From: Robert Haugen <haugenengineering**At_Symbol_Here**YAHOO.COM>
Subject: Re: [DCHAS-L] Backup power for chemical fume hoods
Date: August 2, 2012 7:20:48 AM EDT
Reply-To: DCHAS-L <DCHAS-L**At_Symbol_Here**MED.CORNELL.EDU>
Message-ID: <5E76EF51D002544DAC5CFA68490FC5DA1194AB3C**At_Symbol_Here**>

Narrow question first:
If labs in buildings are evacuated during this power-down situation this compromise might work.   A fume hood in good working order needs less exhaust to contain fumes if there is no movement (ie. people) in the lab. 
Other wider issues should, however, be equally considered.  Examples follow:
1)  Are power outlets to hoods also powered during outage?  Hotplates with stirrers can be a problem.  There is no correct answer here since failing stirrers on a still warm hotplate may become a problem.  On the other hand, some automated apparatus movement inside the containment area may produce loss of containment if left on during low exhaust as described by Scott.
2)  Do electronic experiment monitors fail in same scenario?
3)  Is thermostatic control in labs lost when only exhaust fans operate?  This situation could ruin temperature-sensitive experiments.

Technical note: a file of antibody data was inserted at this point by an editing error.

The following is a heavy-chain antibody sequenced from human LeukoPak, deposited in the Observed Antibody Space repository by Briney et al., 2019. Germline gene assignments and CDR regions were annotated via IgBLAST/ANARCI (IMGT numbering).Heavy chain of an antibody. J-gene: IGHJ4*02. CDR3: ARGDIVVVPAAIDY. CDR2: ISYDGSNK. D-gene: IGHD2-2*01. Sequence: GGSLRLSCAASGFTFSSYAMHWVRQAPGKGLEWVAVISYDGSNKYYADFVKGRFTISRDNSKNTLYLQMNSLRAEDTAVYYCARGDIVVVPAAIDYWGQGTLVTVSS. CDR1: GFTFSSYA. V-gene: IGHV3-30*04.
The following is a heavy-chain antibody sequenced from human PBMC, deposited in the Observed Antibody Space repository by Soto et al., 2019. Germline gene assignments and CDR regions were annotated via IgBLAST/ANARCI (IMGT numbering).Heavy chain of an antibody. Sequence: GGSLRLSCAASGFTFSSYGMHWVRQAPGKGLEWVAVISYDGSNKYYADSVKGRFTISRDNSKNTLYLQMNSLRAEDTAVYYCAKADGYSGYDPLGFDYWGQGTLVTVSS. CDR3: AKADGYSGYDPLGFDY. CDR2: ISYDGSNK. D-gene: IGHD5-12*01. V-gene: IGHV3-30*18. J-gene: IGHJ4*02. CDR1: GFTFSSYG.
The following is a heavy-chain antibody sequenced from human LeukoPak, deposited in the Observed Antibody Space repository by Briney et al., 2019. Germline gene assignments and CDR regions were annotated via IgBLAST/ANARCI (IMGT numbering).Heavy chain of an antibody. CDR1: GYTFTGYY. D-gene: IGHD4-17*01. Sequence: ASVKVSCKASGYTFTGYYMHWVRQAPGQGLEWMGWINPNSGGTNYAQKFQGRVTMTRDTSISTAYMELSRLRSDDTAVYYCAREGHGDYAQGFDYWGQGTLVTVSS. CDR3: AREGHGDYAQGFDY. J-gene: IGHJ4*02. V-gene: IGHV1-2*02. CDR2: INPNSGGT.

The answer on the partial exhaust question is clearly dependent on what is being done in the hoods and should only be answered on a case-by-case basis.  It is good Scott is carefully considering this issue!
Dr. Bob Haugen
Laboratory Design and Research International
Sent: Wednesday, August 1, 2012 11:26 PM
Subject: [DCHAS-L] Backup power for chemical fume hoods

I am seeking information on supplying backup power to fume hoods.
Our most recent buildings have generators and automatic transfer switches designed to power all exhaust fans for the duration of the outage.  Our control systems fail with exhausts dampers fully open.  Because the air handlers are not backed up, the building pressurization goes negative within minutes.
In a recently remodeled lab building, the negative pressure during an outage sucked in a window.  I have to presume doors were quite difficult to open and likely violated building code requirements.
One engineer recently told me that his designs will place only half the exhaust fans in emergency power, which he views as a good compromise.
Hoods in unoccupied labs are allowed to function at 60% face flow rates, which lends credence to the engineer=E2=80™s rule of thumb.  I think we can safely assume that there will be no research operations in a building without ventilation or electrical power, so a lower level of exhaust seems reasonable.
Is there any authoritative source that addresses this situation?
Scott Goode, Professor
Department of Chemistry and Biochemistry
University of South Carolina
631 Sumter Street
Columbia SC 29208
Email:   Goode**At_Symbol_Here**
Phone: 803-777-2601
Fax:       803-777-9521

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